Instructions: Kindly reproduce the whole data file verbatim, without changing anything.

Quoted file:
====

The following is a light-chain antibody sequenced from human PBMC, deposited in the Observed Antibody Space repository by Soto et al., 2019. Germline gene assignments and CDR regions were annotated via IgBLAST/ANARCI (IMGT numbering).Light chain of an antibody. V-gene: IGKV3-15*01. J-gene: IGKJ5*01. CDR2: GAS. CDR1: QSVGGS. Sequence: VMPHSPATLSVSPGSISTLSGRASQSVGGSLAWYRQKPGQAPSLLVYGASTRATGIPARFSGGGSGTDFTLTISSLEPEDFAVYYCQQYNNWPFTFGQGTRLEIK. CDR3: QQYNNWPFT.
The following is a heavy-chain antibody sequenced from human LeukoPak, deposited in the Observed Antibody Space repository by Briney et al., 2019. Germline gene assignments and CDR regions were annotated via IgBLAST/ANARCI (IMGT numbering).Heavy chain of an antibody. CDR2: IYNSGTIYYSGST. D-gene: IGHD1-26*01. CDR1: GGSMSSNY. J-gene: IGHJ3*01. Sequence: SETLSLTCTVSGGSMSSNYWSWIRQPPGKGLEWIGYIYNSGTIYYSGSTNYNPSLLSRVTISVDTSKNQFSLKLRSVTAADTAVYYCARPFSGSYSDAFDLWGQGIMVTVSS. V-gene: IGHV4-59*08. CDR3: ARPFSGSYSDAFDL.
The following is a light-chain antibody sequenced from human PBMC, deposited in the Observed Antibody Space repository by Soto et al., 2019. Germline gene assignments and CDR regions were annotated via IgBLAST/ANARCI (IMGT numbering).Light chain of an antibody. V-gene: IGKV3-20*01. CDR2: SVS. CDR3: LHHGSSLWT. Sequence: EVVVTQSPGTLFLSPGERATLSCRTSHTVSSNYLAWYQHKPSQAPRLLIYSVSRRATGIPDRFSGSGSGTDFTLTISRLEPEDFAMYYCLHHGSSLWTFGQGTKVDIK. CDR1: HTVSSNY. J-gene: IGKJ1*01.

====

The following is a light-chain antibody sequenced from human PBMC, deposited in the Observed Antibody Space repository by Soto et al., 2019. Germline gene assignments and CDR regions were annotated via IgBLAST/ANARCI (IMGT numbering).Light chain of an antibody. V-gene: IGKV3-15*01. J-gene: IGKJ5*01. CDR2: GAS. CDR1: QSVGGS. Sequence: VMPHSPATLSVSPGSISTLSGRASQSVGGSLAWYRQKPGQAPSLLVYGASTRATGIPARFSGGGSGTDFTLTISSLEPEDFAVYYCQQYNNWPFTFGQGTRLEIK. CDR3: QQYNNWPFT.
The following is a heavy-chain antibody sequenced from human LeukoPak, deposited in the Observed Antibody Space repository by Briney et al., 2019. Germline gene assignments and CDR regions were annotated via IgBLAST/ANARCI (IMGT numbering).Heavy chain of an antibody. CDR2: IYNSGTIYYSGST. D-gene: IGHD1-26*01. CDR1: GGSMSSNY. J-gene: IGHJ3*01. Sequence: SETLSLTCTVSGGSMSSNYWSWIRQPPGKGLEWIGYIYNSGTIYYSGSTNYNPSLLSRVTISVDTSKNQFSLKLRSVTAADTAVYYCARPFSGSYSDAFDLWGQGIMVTVSS. V-gene: IGHV4-59*08. CDR3: ARPFSGSYSDAFDL.
The following is a light-chain antibody sequenced from human PBMC, deposited in the Observed Antibody Space repository by Soto et al., 2019. Germline gene assignments and CDR regions were annotated via IgBLAST/ANARCI (IMGT numbering).Light chain of an antibody. V-gene: IGKV3-20*01. CDR2: SVS. CDR3: LHHGSSLWT. Sequence: EVVVTQSPGTLFLSPGERATLSCRTSHTVSSNYLAWYQHKPSQAPRLLIYSVSRRATGIPDRFSGSGSGTDFTLTISRLEPEDFAMYYCLHHGSSLWTFGQGTKVDIK. CDR1: HTVSSNY. J-gene: IGKJ1*01.